Guy has worked hard his whole life to build what is now a hugely successful business that not only grows sustainable, organic vegetables… But is also 74% owned by the staff that run it. Guy’s knowledge of soil, vegetables and the farming industry as a whole is truly phenomenal. Learn this week the truth about farming and supplying to supermarkets, and why Guy is an anti-capitalist that believes the government NEED to not only help in the way food and farming are regulated – but also how they need to realise the true potential and genuine nature of human beings. Contrary and simply contagious – meet Guy Singh Watson.
When, in the 1990s, Guy Singh-Watson started delivering boxes of organic veg to neighbours and friends, he realised he was onto a winner. People loved the fact that the vegetables tasted great and were grown locally.
He probably didn’t realise just how big a winner it was. Today Riverford Organic Farmers supply boxes to between 50 and 60 thousand households a week and have a team of 700.
I was very excited to get to speak with Guy since I’ve read a number of his blogs about the impact of modern farming and monoculture. Guy really brings to life the impact such approaches of mass production are having on the soil, and how important soil is for all of us to be able to continue to live on planet earth. Fundamentally I wanted to learn whether ‘organic’ is really important and how much work should we, as the hospitality industry and the general public, be putting in to thinking about not only where, but how our fruits and vegetables are grown. To say Guy has an opinion or two on this is an understatement. But he makes the case eloquently and enthusiastically for change.
While the business has scaled up, the guiding principle behind it has not shifted, as you’ll know if you’ve ever watched Guy’s YouTube series, ‘Guy’s Rants’. For him, respecting the health of our soil, through traditional mixed farming rather than rigid specialisation, is vital for the health of us all.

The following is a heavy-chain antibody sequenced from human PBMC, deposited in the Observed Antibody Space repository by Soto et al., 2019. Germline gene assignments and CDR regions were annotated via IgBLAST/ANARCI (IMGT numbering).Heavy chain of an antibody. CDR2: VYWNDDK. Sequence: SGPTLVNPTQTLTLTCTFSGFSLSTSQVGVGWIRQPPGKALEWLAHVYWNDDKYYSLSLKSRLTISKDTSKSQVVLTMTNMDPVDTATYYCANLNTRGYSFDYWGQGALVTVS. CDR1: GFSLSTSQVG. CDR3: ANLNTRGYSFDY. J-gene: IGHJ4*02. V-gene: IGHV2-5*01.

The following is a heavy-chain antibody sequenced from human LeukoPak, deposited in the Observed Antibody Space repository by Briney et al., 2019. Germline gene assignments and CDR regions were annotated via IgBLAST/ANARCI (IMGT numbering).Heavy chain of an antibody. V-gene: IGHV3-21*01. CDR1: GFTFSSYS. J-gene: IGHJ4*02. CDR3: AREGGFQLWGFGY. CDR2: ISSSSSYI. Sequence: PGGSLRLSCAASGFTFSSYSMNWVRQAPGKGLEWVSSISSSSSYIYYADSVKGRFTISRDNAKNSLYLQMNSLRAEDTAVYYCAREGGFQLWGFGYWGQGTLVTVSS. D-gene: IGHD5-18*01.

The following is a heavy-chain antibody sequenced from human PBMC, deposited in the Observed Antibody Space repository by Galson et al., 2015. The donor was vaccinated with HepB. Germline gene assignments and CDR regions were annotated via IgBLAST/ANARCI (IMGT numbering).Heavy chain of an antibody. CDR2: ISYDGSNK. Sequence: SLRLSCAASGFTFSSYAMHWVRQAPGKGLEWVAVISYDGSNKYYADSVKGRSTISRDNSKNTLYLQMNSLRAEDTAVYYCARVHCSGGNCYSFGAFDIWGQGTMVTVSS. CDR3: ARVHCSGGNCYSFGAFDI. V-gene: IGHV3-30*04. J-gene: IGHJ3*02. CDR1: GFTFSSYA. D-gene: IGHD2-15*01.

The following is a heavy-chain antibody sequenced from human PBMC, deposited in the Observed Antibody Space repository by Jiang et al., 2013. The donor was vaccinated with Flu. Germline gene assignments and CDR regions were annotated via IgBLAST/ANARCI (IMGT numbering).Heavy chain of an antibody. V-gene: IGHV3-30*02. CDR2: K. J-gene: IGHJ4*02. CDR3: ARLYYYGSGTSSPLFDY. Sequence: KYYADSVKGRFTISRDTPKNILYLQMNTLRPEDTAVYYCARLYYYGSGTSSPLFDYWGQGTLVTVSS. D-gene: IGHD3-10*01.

Whether you agree with Guy or not, this programme will definitely make you think about consumer choice, and whether the world has gone mad in allowing us to choose delivery times to within 20 minutes or having little gem lettuces flown over from the States.
Should the era of getting what we want, when we want it, come to an end?
Cooking has always been a key part of Rosalind’s life. After teaching cooking in South Africa for three years, when coming back to the UK the dream of a cookery school lingered in Rosalind’s mind. As you’ll hear, it is not only cooking that lives in her heart – but teaching too. Rosalind is an amazing character with a big heart, who takes us back to what cooking really is this week – simple and a skill that is 100% essential to people of any age… Particularly in the era of the microwave and growth of sustainability.
At 75 years old, when most people are thinking about taking their foot off the gas, this week’s guest has plans to shake up the school curriculum.
Forget ‘Home Economics’ or ‘Food Technology’. Rosalind Rathouse’s vision is to offer every child aged between 5 and 15 the chance to go on an annual week-long intensive cookery course. She believes immersing the younger generation in the delights of baking bread or preparing a roast, would set them up for the rest of their lives – and give them real insight into nutrition and sustainability.
Rosalind knows what she’s talking about. Her teaching experience spans five decades, starting in South Africa in the late 1960s, with a bit of culinary bribery. And in the 16 years since her Cookery School at Little Portland Street opened, she has welcomed tens of thousands of students through its doors.
They include senior figures from all over Africa, taking part in Desmond Tutu’s African Leadership Institute Training Programme. And if you’re wondering what cookery has to do with executive coaching, all will become clear.
This weeks episode is a hole in one… Matt Grech-Smith had a successful career even in University. True entrepreneur spirit shines through in this episode, as he describes it… “Throwing yourself off a cliff and learning how to swim on the way down”. Matt and his business partner Jeremy are now successful founders of Swingers Crazy Golf – mastering the art of ‘Competitive Socialising’ as he describes it.